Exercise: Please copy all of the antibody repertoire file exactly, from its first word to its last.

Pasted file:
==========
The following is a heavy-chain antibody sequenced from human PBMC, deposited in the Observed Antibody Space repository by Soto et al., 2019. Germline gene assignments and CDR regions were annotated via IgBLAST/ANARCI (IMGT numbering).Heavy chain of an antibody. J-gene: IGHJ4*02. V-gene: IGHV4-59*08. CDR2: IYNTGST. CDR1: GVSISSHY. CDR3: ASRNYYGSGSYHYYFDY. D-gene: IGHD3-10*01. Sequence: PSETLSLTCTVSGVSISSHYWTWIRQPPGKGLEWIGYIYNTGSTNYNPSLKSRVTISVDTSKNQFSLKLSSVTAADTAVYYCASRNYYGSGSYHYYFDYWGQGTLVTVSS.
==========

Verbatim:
The following is a heavy-chain antibody sequenced from human PBMC, deposited in the Observed Antibody Space repository by Soto et al., 2019. Germline gene assignments and CDR regions were annotated via IgBLAST/ANARCI (IMGT numbering).Heavy chain of an antibody. J-gene: IGHJ4*02. V-gene: IGHV4-59*08. CDR2: IYNTGST. CDR1: GVSISSHY. CDR3: ASRNYYGSGSYHYYFDY. D-gene: IGHD3-10*01. Sequence: PSETLSLTCTVSGVSISSHYWTWIRQPPGKGLEWIGYIYNTGSTNYNPSLKSRVTISVDTSKNQFSLKLSSVTAADTAVYYCASRNYYGSGSYHYYFDYWGQGTLVTVSS.